Despite a dynamic subject and insightful interviewees, this Halston tribute is diminished by its amateurish director.
Asked near the beginning of Ultrasuede: In Search of Halston what song she performed at the memorial for her close friend Roy Halston Frowick, Liza Minnelli says she didn't: "It wasn't about me." Too bad writer-director-producer Whitney Sudler-Smith didn't apply that thinking to his absorbing but irritatingly compromised documentary on the designer who revolutionized the American fashion industry and helped define New York's glittering Studio 54 era.
This is a boom time for fashion docs. The September Issue, Valentino: The Last Emperor and Bill Cunningham New York combined rich core subjects with gripping narratives, offering thoughtfully contextualized portraits. And Diana Vreeland: The Eye Has to Travel garnered stellar word-of-mouth in festival premieres last fall and was picked up for release this year by Samuel Goldwyn Films.
As a subject, Halston is a gold mine. An Iowa transplant, he jumped from millinery into women's wear, achieving overnight fame when he outfitted Jacqueline Kennedy in a pillbox hat and simple cloth coat for her husband's 1961 presidential inauguration. The expansion of his business into everything from perfume to carpeting broke new licensing ground that built the mold for Ralph Lauren, Calvin Klein and countless others. But bad business decisions tainted his stock, and his taste for hedonism took its toll; after dropping off the social map, he died in 1990 at 57 of AIDS-related cancer.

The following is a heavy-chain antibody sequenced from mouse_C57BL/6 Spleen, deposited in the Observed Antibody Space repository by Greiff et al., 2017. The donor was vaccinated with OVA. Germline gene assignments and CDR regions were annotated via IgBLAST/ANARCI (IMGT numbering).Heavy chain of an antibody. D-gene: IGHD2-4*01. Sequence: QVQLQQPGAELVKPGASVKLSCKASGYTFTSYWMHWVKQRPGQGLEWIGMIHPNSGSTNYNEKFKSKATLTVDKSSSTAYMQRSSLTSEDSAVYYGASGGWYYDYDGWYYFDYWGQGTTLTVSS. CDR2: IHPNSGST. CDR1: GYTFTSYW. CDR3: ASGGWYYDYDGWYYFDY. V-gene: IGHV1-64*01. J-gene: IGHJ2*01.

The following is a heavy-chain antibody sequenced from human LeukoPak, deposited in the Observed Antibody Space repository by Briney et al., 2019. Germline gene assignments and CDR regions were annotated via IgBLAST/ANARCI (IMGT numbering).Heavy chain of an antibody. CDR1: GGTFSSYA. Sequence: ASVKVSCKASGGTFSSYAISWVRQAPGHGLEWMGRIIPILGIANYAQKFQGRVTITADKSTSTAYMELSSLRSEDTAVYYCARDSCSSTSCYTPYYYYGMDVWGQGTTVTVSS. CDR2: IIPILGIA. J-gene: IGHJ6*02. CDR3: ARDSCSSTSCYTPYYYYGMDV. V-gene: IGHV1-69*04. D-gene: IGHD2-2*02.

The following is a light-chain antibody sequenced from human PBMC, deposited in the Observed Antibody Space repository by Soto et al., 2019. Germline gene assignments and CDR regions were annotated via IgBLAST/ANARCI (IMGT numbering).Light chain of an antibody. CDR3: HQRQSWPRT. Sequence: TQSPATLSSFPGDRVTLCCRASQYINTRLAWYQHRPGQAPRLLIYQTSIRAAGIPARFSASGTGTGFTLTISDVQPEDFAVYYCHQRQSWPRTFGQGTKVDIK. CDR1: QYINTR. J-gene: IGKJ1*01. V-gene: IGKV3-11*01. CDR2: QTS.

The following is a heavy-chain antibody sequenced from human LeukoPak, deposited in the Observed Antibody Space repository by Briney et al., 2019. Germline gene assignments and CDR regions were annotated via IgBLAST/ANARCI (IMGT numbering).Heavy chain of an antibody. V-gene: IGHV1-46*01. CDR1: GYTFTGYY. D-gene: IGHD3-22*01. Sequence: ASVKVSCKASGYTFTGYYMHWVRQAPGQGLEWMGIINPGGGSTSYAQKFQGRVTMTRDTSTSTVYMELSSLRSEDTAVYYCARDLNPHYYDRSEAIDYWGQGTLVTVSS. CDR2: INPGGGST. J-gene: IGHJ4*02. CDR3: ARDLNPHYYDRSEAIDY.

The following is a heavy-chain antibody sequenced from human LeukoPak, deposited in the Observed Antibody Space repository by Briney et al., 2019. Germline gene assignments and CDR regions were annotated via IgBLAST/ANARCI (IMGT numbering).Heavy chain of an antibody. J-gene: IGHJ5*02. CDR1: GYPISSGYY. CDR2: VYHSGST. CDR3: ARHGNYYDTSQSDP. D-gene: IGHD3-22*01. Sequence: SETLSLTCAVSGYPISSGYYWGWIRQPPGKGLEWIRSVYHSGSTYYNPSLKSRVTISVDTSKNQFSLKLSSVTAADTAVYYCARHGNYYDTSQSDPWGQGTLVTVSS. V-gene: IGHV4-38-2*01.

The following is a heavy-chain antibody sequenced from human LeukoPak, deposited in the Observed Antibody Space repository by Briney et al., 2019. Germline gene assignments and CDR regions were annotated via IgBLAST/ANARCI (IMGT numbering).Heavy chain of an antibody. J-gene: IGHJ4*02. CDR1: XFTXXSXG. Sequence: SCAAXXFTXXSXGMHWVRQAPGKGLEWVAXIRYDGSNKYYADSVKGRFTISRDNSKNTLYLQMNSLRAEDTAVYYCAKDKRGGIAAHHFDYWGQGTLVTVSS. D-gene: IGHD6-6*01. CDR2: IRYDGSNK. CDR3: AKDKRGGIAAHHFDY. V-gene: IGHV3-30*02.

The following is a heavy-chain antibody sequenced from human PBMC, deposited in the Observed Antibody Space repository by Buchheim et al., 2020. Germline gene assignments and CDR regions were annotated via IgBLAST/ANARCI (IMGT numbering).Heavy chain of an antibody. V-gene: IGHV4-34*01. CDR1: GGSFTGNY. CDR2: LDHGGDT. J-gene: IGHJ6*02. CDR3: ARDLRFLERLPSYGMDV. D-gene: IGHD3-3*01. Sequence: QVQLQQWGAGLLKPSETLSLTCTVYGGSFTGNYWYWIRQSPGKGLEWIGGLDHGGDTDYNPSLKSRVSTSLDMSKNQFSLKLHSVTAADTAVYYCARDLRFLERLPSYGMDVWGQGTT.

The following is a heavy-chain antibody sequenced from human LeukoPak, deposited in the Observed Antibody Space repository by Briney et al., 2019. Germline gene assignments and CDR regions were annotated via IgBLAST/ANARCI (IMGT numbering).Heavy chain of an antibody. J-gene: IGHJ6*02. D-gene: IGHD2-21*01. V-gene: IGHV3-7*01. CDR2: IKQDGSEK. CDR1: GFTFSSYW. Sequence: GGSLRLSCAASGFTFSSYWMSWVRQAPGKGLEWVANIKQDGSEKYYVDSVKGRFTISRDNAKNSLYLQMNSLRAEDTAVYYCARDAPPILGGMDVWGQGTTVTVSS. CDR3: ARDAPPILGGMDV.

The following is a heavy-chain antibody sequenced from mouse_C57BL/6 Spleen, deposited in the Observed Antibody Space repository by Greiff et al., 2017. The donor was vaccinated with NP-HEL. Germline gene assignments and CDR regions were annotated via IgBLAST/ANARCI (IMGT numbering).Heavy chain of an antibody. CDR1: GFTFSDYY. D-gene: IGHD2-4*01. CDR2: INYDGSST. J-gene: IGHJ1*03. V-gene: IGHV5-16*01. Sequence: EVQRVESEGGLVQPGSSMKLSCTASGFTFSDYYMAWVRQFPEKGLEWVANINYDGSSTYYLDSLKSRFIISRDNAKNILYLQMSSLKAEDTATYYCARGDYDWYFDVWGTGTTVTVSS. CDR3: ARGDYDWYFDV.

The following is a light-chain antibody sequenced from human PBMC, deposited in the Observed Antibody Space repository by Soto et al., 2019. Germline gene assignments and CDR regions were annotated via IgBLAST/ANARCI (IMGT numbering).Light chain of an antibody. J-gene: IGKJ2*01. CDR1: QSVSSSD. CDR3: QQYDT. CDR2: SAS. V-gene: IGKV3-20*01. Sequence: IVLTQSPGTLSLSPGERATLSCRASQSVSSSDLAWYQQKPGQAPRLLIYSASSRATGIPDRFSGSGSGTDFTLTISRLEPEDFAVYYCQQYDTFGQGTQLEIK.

All that is lurchingly chronicled here. Like a wannabe Michael Moore, Sudler-Smith places himself center screen in a series of retro looks -- with blond highlights and without, with porn 'stache and without. Despite the urging of Minnelli to go for "the solid stuff, not the gossip," his idea of a probing question is, "I mean, 54, how great was it?" And his patent lack of homework gets him amusingly reprimanded by fashion arbiter Andre Leon Talley. It's clear the director, whose résumé includes the 2002 movie Torture TV, is a brat with the money and connections to buy great access but without the savvy to add his own analytical overview.
Ultrasuede doesn't get much of a handle on Halston the man. Still, insights about his life and work come from Minnelli, who gushes but not without a point of view; fashion pundits Harold Koda and Cathy Horyn; and former Halston model Anjelica Huston. It seems a cruel irony, though, that Halston, whose contribution to fashion often has been overshadowed by the sensationalism of his meteoric rise and fall, should have his story told by a frivolous spotlight-seeker.
Director: Whitney Sudler-Smith
No rating, 93 minutes